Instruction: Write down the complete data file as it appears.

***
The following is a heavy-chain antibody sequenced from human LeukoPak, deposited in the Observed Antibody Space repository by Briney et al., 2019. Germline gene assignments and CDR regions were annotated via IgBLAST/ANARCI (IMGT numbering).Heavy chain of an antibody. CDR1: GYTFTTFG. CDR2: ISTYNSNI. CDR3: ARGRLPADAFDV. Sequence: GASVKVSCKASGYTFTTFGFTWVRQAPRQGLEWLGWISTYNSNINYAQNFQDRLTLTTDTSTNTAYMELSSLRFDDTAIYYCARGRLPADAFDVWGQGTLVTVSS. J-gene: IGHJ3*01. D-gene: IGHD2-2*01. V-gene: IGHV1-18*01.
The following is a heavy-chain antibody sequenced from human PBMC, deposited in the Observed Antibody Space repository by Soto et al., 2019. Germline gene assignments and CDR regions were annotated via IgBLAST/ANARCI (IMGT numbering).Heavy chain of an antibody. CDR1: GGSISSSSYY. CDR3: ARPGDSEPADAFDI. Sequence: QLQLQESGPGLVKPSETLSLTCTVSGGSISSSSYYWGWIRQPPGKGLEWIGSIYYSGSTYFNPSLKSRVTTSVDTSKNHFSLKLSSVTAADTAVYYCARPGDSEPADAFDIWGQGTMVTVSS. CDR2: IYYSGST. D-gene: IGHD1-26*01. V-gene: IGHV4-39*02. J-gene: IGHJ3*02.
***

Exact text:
The following is a heavy-chain antibody sequenced from human LeukoPak, deposited in the Observed Antibody Space repository by Briney et al., 2019. Germline gene assignments and CDR regions were annotated via IgBLAST/ANARCI (IMGT numbering).Heavy chain of an antibody. CDR1: GYTFTTFG. CDR2: ISTYNSNI. CDR3: ARGRLPADAFDV. Sequence: GASVKVSCKASGYTFTTFGFTWVRQAPRQGLEWLGWISTYNSNINYAQNFQDRLTLTTDTSTNTAYMELSSLRFDDTAIYYCARGRLPADAFDVWGQGTLVTVSS. J-gene: IGHJ3*01. D-gene: IGHD2-2*01. V-gene: IGHV1-18*01.
The following is a heavy-chain antibody sequenced from human PBMC, deposited in the Observed Antibody Space repository by Soto et al., 2019. Germline gene assignments and CDR regions were annotated via IgBLAST/ANARCI (IMGT numbering).Heavy chain of an antibody. CDR1: GGSISSSSYY. CDR3: ARPGDSEPADAFDI. Sequence: QLQLQESGPGLVKPSETLSLTCTVSGGSISSSSYYWGWIRQPPGKGLEWIGSIYYSGSTYFNPSLKSRVTTSVDTSKNHFSLKLSSVTAADTAVYYCARPGDSEPADAFDIWGQGTMVTVSS. CDR2: IYYSGST. D-gene: IGHD1-26*01. V-gene: IGHV4-39*02. J-gene: IGHJ3*02.